Indian exporters are holding back on dollar sales on hopes of a further slide in the rupee, eyeing a windfall as the local currency plumbs record lows this year.
The rupee breached the 83 per dollar mark in a dramatic fashion on Wednesday, once the Reserve Bank of India stopped protecting it at 82.40 levels.
It hit a record low the next day and is expected to decline further to about 84.50 by the end of this year.
Brokerages and bankers alike said they are advising their exporter clients to either hedge less or not at all, as predicting rupee’s eventual normal range has become difficult, while the only certainty was that it would decline.
“We are advising exporters to hedge only partially, about 15%-20% of their exposure,” down from anything between 40%-60% during normal times, a treasury sales executive at a large private bank said.
The rupee’s woes are many – the U.S. Federal Reserve remaining on its aggressive rate hike path, widening current and trade account deficits domestically and foreign investors continuing to dump risk assets on fears of a global recession.
A weaker rupee will help exporters as it increases their earnings. So with a steady fall seen ahead, they prefer to hold on to their dollars for longer.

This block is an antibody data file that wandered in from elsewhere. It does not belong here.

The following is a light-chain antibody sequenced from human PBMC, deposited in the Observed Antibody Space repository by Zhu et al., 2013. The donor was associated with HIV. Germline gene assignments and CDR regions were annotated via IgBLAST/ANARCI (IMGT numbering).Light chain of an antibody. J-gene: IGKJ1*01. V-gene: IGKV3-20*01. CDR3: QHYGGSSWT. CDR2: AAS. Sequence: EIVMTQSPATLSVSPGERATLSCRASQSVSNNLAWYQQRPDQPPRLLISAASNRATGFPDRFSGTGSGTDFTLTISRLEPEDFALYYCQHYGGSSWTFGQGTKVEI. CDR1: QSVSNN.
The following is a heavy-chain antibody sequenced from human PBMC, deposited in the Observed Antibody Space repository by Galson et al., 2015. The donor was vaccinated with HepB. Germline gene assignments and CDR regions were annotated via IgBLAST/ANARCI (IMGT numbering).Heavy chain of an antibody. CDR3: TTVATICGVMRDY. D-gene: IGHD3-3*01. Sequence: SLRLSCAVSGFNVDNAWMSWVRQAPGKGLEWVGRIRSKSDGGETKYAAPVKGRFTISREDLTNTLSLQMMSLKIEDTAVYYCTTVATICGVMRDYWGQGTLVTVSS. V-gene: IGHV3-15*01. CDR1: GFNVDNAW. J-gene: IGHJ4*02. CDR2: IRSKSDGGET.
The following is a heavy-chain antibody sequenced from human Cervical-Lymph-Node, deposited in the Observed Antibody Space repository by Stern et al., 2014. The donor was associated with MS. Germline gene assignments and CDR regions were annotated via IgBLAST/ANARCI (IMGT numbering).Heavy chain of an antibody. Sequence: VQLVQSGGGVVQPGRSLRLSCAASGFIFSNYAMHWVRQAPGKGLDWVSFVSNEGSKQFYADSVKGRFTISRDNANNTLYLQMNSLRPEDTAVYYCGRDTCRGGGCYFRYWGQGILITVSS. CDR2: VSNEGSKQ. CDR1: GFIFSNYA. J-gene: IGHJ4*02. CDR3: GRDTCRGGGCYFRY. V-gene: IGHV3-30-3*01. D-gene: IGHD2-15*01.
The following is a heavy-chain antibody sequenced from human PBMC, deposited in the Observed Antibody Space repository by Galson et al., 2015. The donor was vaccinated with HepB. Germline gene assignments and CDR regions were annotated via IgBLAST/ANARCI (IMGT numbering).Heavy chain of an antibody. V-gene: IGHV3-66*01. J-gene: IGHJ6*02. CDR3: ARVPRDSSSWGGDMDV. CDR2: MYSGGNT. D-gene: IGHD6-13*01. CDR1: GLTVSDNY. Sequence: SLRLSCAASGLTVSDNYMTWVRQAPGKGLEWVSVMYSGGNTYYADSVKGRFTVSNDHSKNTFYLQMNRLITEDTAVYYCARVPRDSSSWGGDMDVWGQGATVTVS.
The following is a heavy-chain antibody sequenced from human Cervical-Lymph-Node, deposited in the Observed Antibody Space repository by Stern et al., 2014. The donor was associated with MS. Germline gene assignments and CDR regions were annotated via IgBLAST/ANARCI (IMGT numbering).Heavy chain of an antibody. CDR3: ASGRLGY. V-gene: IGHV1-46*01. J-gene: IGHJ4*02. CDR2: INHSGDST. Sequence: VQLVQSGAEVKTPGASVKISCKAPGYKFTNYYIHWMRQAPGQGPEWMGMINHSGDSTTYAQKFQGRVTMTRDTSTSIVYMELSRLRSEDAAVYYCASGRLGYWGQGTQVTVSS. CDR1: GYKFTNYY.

RBI intervention worsens trouble
To protect the rupee from sharp falls, the RBI has been intervening in both the spot and forward markets.
The buy/sell swaps in the forward market has led to a fall in forward premiums to their lowest in more than a decade, turning dollar sales even more unattractive.
USD/INR 1-year forward implied yield currently stands at 2.45%, declining from 3.07% earlier this month and down sharply from 4.75% at the start of 2022.
The declining premium has created a shortfall in dollar supply, further hurting the local unit.
“After the rupee breached 80 per dollar, they (exporters) have reduced (the frequency of) coming to the market because premiums crashed. Unless we give them a yield of at least 3%-3.5%, nobody is interested in selling dollars,” said Abhishek Goenka, founder and CEO of forex advisory firm IFA Global.
While the demand for imported goods remains intact, exporters are unwilling to part with their dollars, leading to an artificial imbalance, he added. “That’s why the rupee is weakening.”
The rupee has depreciated nearly 12% against the dollar, almost in line with its Asian counterparts.
The currency strengthening by even 1 to 1.5 rupees would “change the game” and create a “fear of missing out”, prompting exporters to sell dollars, Goenka said.
Kunal Kurani, associate vice president at Mecklai Financial said the firm was encouraging its customers to keep their dollars parked in the Exchange Earners Foreign Currency (EEFC) account and convert only when the USD/INR rate moves up.
RBI allows exporters to keep their overseas earnings in an EEFC account for up to a month.
It has become difficult to time the level of rupee’s move, Mr. Kurani said.
“The call is to hedge above 83.50… but that’s being done on a conservative basis to protect the bottom line and margins of the client.”